Air Force

Tunable, high isolation RF/microwave circulator

Innovative RF circulator with tunable signal isolation of >70dB

Communications Sensors

Isolation comparison between the traditional circulator (red), and the AFRL invention (blue). Values experimentally determined.

The US Air Force Research Laboratory – Sensors Directorate (AFRL RY) has developed a high isolation RF circulator which provides enhanced detection ranges (radar) and improved reception (communications) by reduction of signal leakage and undesirable internal reflections between ports, at a tuned frequency (or frequency range) of interest. Isolation values exceeding 70dB have been demonstrated which far exceeds the 20dB typical to conventional 3-port circulators.

The AFRL circulator was invented to address shortcomings in monostatic radars, which have traditionally been restricted to pulse mode operation due to false target detection caused by internal leakage, and reflections in conventional circulators. The AFRL invention eliminates these internal artifacts and thus allows monostatic systems to operate in continuous mode, improving long-range detection and overall signal purity. The benefits offered by this system for radar can be extended to other applications that use RF circulators including communications, spectrum management, and e-warfare.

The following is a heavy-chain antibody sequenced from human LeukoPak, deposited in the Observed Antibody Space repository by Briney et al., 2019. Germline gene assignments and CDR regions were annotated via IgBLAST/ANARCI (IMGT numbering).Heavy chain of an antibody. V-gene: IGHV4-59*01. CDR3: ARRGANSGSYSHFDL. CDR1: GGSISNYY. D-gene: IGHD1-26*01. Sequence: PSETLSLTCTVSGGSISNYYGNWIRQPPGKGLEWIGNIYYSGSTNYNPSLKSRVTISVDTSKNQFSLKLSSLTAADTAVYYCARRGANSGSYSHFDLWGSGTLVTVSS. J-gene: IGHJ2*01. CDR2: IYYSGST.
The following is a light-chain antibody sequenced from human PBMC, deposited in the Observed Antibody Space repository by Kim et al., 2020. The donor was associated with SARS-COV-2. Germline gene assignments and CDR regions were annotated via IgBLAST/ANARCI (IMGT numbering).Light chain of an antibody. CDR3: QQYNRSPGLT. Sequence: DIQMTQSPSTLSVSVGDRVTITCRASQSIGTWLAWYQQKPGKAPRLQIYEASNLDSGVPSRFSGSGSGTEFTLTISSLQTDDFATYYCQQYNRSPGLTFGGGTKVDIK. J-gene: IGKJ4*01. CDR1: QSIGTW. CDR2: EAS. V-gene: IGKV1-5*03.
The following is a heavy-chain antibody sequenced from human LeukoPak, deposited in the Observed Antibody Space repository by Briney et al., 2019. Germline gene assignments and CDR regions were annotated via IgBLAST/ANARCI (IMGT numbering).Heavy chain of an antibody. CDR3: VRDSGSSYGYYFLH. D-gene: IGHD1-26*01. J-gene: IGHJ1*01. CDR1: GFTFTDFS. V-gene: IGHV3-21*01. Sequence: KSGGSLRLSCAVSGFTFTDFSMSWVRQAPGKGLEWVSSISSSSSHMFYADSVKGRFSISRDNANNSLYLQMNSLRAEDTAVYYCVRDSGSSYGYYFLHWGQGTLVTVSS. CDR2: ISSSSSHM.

The tunable, high isolation circulator relies on destructive interference between two conventional circulators connected in a parallel configuration to cancel the internal reflections and signal leakage between ports. First, a power splitter is utilized to divide the incoming signal into two identical channels. By matching the load on each circulator, nearly identical internal reflections and leakage are generated in each circulator. Each circulator is further connected to a phase trimmer so that the phase offset between the two circulators may be adjusted to cancel the internal leakage and reflections, which occurs once the two channels are recombined in a power combiner. The resulting signal purification occurs solely in the analog regime, providing increased effectiveness relative to known isolation methods that require digital conversion and subsequent post-processing.

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